Feature story

Young people call on the world to #UPROOT the causes that put them at risk of HIV

24 July 2018

The PACT, a global coalition of youth organizations working on HIV and sexual and reproductive health and rights, gathered in Amsterdam, Netherlands, on 24 July at the International AIDS Conference, a year after launching #UPROOT, a youth-led political agenda to end AIDS by 2030.

The session saw youth advocates share materials developed by #UPROOT to inspire and mobilize more young people to act at the country level to challenge harmful laws, advocate for youth participation in the AIDS response and build strategic and more resilient partnerships to end AIDS.

Discussions focused on persisting legal barriers that young people face to access services, including age of consent laws on HIV testing and treatment. In 2017, 73% of 125 countries reported having age of consent requirements for HIV testing, out of which 31% require consent for adolescents younger than 18 years old. The PACT, through the #UPROOT agenda, has developed a set of policy briefs aimed at youth advocates to tackle these legal and policy constrains to access services.

Young people’s participation in the HIV response was highlighted as a key determinant to ensure its effectiveness and sustainability. Youth participation in key decision-making spaces is still a challenge. A recent UNAIDS report, Youth and HIV: mainstreaming a three-lens approach to youth participation, suggests that “while young people participate in the development, consultation, validation or review of strategic documents that guide the HIV response at the country level, they participate much less frequently in spaces where decisions are made about the policy framework or resources invested in the HIV response.”

Greater technical and financial support to young people’s participation in community responses to HIV was also highlighted as a pending need of youth-led organizations and networks working on HIV.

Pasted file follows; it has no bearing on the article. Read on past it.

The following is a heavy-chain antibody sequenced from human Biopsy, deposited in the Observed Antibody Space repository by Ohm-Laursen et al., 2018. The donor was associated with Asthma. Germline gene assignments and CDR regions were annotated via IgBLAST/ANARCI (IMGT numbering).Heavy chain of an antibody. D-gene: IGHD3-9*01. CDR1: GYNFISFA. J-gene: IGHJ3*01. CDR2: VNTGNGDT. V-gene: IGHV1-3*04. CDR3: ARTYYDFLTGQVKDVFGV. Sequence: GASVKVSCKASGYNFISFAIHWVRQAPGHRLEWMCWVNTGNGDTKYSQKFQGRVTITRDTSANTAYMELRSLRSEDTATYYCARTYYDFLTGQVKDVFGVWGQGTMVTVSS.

Strengthening collaboration between medical students and young key populations to reform national medical curricula in order to tackle discrimination in health care was also a focus of the session. In 2017, under the #UPROOT agenda, the International Federation of Medical Students Associations signed a memorandum of understanding with youth organizations and networks, including networks of young key populations and young people living with HIV, to respond to discrimination in health care, resulting in stronger collaborations in several countries, including Egypt and Uganda.

All the resources developed by the #UPROOT agenda thus far, including guidance on youth organizing, advocacy and accountability in advancing the AIDS response and young people’s rights, will soon be available on an online action centre.


“The #UPROOT agenda is grounded in young people’s frustration at being left behind in the HIV response, but also highlights our hope and optimism that by working together and tackling the underlying systemic issues that keep us at risk, we can change things for the better.”

Hayley Gleeson HIV Technical Adviser, International Planned Parenthood Federation

“In this day and age, it is unacceptable that adolescents and young people still struggle to access HIV and sexual and reproductive health services. The world has the money, the know-how but unfortunately not the political will to end AIDS. We need to #UPROOT the barriers that hinder political will.”

Niluka Perera Regional Coordinator, Youth Voices Count

“We have a global discrimination epidemic, and it is one of several root causes that keep putting young people at risk of HIV infection and AIDS-related deaths. The end of AIDS is possible, but we have miles to go to ensure that everyone, everywhere, has access to services and is treated with dignity and respect.”

Ruben Pages Youth Programmes Coordinator, UNAIDS